Wednesday, August 2, 2017
In an extensive opinion in Reproductive Health Services v. Marshall, United States Magistrate Judge Susan Russ Walker (ruling as district court by consent), concluded that substantial portions of a 2014 Alabama statute regulating abortion access for minors contravened well-settled precedent.
The doctrine regarding a minor's access to abortion requires that statutes requiring parental permission also provide the alternative of a "judicial bypass proceeding." As explained in Bellotti v. Baird, 443 U.S. 622 (1979) (“Bellotti II”) (plurality) and affirmed in Planned Parenthood Ass’n of Kansas City v. Ashcroft, 462 U.S. 476 (1983), at a judicial bypass proceeding, a minor must be allowed to show the court either that she is mature enough and well enough informed to make her abortion decision, in consultation with her physician, independently of her parents’ wishes; or that even if she is not able to make this decision independently, the desired abortion would be in her best interests. The Court has further required that the judicial bypass proceeding “must insure the minor’s anonymity” and that it occur with the expediency necessary “to allow an effective opportunity to obtain the abortion.”
At issue in Reproductive Health Services were provisions of the 2014 Alabama Act that mandated the participation of District Attorney and a Guardian Ad Litem (GAL) for the fetus, and provisions that allowed the participation of the minor's parent or guardian as a party. Additionally, the Act allowed disclosure of the minor's identity to anyone who needs to know and allowed the subpoena of witnesses.
Judge Walker easily decided that these provisions were unconstitutional under Bellotti II. Indeed, in her analysis she declared the wide disclosure was a "far cry" from established doctrine. She also observed that the 2014 Alabama Act was unique: in not one of the other of the 37 states that mandate parental notification and therefore require a judicial bypass proceeding, does a state "mandates or permits participation by a parent or guardian, the DA, a GAL for the fetus, or witnesses (other than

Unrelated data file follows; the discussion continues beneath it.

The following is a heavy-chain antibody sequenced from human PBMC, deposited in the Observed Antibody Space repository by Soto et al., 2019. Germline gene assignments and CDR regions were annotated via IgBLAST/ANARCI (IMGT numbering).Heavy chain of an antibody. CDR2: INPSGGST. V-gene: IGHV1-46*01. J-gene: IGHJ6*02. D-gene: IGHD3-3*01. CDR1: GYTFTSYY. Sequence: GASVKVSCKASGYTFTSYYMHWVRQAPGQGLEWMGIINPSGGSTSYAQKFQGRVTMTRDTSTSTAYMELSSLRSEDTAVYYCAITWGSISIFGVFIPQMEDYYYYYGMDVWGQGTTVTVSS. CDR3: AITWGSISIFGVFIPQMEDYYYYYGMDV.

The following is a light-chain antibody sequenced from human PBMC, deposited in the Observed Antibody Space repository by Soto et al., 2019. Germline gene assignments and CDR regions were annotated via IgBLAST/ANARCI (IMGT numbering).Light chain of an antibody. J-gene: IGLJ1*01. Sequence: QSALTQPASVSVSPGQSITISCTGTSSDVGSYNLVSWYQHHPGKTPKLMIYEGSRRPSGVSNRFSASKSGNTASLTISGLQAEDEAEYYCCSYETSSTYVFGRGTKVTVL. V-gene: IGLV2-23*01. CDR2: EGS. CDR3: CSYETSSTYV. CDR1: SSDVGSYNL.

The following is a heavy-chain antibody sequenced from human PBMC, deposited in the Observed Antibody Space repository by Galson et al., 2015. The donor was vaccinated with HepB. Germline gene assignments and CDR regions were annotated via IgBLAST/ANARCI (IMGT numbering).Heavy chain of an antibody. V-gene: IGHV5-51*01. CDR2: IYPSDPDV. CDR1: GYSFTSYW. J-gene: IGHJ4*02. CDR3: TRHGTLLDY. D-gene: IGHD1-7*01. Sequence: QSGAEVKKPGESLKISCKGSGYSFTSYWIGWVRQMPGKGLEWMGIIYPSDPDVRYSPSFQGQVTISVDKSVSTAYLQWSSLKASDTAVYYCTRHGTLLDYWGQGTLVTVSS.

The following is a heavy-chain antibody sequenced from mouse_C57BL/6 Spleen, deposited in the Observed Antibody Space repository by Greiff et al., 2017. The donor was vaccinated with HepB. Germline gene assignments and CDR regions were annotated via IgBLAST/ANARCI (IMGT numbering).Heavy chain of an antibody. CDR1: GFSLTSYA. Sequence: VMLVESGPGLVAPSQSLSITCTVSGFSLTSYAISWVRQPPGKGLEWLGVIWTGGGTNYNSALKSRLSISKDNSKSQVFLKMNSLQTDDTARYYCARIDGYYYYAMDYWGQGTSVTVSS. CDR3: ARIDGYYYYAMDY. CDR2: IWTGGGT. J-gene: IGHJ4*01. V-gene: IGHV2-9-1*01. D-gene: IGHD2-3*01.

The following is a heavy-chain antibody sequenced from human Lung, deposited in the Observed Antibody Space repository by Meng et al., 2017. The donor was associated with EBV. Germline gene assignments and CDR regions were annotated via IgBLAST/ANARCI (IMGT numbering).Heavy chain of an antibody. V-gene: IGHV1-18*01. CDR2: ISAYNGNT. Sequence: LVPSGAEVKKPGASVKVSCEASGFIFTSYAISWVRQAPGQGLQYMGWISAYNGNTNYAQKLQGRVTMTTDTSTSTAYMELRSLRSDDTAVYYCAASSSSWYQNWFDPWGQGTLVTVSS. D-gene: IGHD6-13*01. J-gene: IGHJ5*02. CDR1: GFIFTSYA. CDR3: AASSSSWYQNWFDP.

those called by the minor) in bypass proceedings for the purpose of providing the court
with assistance in arriving at informed and proper decisions – or, indeed, for any other
She therefore did not reach Reproductive Health Services' additional claim that these same provisions of the Alabama Act also interfered with "informational privacy," although the opinion spends many pages discussing why this additional claim was no longer justiciable given the conclusion that the Bellotti II claim was successful. The judge also found that the provisions of the 2014 Alabama Act were severable.
As Judge Walker concluded:
[T]he following provisions of the Act are unconstitutional in their entirety: Alabama Code § 26-21-4(i) (the participation of the DA as a party), § 26-21-4(j) (the participation of a GAL for the unborn child as a party), and § 26-21-4(l) (the participation of a parent, parents, or legal guardian of the minor petitioner as a party). The references to the DA, GAL, and other parties will be severed from Alabama Code §§ 26-21-4(c), (e), (f), (k), and (n). The Act’s provisions permitting disclosure of a minor petitioner’s identity to “any witness who has a need to know the minor’s identity or any other person determined by the court who needs to know” are too broad to ensure a petitioner’s anonymity and, consequently, are unconstitutional; thus, that language will be severed from § 26-21-4(c). The provisions of Alabama Code § 26-21-4(f) that permit the bypass court, if it determines that “additional evidence or testimony is necessary,” to delay the bypass proceeding sua sponte to issue “subpoenas … to bring before the court admissible evidence or testimony either in support of or against the petition,” does not reasonably safeguard the petitioner’s anonymity; it opens the door to the unrestricted notification of the minor’s relatives, teachers, friends, acquaintances, and other potential witnesses concerning her bypass proceeding.
The judge did not enter a preliminary injunction, finding that the declaratory judgment sufficient.
[image: Vermeer, Girl with a Pearl Earring, circa 1665]